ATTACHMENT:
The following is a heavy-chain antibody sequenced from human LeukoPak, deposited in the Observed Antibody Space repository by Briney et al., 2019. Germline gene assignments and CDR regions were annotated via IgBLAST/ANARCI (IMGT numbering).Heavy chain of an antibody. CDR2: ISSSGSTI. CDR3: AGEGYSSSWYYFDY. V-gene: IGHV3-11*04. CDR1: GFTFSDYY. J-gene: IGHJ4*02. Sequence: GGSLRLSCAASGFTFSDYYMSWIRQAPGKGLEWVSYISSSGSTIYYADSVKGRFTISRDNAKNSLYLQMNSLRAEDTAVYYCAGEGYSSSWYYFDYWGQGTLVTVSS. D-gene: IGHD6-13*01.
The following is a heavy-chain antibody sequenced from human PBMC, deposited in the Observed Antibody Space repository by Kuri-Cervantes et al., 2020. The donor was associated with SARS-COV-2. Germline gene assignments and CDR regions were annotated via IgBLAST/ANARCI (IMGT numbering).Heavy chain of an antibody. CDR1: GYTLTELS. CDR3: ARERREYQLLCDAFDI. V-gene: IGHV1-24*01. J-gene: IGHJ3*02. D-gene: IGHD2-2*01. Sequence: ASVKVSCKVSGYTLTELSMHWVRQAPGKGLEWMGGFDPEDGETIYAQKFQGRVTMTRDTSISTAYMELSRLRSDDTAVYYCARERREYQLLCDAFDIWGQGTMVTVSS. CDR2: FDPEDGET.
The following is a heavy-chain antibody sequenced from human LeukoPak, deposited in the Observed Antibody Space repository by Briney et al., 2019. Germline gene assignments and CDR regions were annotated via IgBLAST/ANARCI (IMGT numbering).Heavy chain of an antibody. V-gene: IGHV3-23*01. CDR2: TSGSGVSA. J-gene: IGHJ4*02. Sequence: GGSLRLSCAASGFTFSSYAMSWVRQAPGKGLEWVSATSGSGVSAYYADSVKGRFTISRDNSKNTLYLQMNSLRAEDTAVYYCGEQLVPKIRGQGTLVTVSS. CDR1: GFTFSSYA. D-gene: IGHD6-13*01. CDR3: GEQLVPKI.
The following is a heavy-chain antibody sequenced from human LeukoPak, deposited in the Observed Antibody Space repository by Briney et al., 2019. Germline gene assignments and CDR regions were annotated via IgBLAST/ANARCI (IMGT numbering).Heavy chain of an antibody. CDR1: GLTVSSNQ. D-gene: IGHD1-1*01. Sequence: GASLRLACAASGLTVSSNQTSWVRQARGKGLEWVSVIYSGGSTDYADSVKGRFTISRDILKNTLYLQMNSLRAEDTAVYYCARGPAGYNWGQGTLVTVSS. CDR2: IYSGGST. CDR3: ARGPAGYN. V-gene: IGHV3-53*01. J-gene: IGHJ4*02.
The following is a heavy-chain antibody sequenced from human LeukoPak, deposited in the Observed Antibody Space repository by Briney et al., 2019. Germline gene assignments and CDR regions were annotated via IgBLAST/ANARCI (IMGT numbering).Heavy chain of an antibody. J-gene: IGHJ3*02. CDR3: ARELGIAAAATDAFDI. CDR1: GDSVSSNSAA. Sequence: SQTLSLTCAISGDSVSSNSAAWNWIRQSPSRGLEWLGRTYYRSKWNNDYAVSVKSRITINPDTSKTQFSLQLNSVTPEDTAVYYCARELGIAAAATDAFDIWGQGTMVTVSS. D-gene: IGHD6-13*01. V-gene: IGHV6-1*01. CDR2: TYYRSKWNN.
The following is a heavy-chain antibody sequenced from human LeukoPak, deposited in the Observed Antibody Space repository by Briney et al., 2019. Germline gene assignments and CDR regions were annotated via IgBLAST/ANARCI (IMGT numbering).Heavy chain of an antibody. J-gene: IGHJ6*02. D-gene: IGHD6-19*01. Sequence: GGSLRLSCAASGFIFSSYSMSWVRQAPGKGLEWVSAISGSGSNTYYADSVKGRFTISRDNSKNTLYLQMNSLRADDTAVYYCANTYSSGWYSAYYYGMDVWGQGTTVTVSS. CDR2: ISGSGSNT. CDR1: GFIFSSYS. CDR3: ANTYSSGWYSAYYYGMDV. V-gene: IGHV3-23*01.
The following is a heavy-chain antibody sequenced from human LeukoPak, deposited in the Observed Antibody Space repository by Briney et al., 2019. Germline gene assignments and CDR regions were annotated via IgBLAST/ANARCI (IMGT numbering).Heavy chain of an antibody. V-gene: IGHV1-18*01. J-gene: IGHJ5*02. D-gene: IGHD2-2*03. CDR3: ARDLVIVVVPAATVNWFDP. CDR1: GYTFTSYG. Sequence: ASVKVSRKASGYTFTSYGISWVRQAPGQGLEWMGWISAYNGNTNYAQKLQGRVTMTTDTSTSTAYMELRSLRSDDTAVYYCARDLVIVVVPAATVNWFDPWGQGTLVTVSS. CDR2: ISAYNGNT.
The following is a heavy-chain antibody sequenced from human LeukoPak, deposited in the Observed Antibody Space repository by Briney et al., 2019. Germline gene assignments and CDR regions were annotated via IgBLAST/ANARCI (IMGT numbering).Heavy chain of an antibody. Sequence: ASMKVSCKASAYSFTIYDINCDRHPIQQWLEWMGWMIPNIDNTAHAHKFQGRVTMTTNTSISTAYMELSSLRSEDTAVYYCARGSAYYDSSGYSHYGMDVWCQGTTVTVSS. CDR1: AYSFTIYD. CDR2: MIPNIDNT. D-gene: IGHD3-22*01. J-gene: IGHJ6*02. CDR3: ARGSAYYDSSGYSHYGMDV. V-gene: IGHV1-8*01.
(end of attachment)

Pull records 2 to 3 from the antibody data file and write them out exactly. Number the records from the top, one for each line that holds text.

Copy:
The following is a heavy-chain antibody sequenced from human PBMC, deposited in the Observed Antibody Space repository by Kuri-Cervantes et al., 2020. The donor was associated with SARS-COV-2. Germline gene assignments and CDR regions were annotated via IgBLAST/ANARCI (IMGT numbering).Heavy chain of an antibody. CDR1: GYTLTELS. CDR3: ARERREYQLLCDAFDI. V-gene: IGHV1-24*01. J-gene: IGHJ3*02. D-gene: IGHD2-2*01. Sequence: ASVKVSCKVSGYTLTELSMHWVRQAPGKGLEWMGGFDPEDGETIYAQKFQGRVTMTRDTSISTAYMELSRLRSDDTAVYYCARERREYQLLCDAFDIWGQGTMVTVSS. CDR2: FDPEDGET.
The following is a heavy-chain antibody sequenced from human LeukoPak, deposited in the Observed Antibody Space repository by Briney et al., 2019. Germline gene assignments and CDR regions were annotated via IgBLAST/ANARCI (IMGT numbering).Heavy chain of an antibody. V-gene: IGHV3-23*01. CDR2: TSGSGVSA. J-gene: IGHJ4*02. Sequence: GGSLRLSCAASGFTFSSYAMSWVRQAPGKGLEWVSATSGSGVSAYYADSVKGRFTISRDNSKNTLYLQMNSLRAEDTAVYYCGEQLVPKIRGQGTLVTVSS. CDR1: GFTFSSYA. D-gene: IGHD6-13*01. CDR3: GEQLVPKI.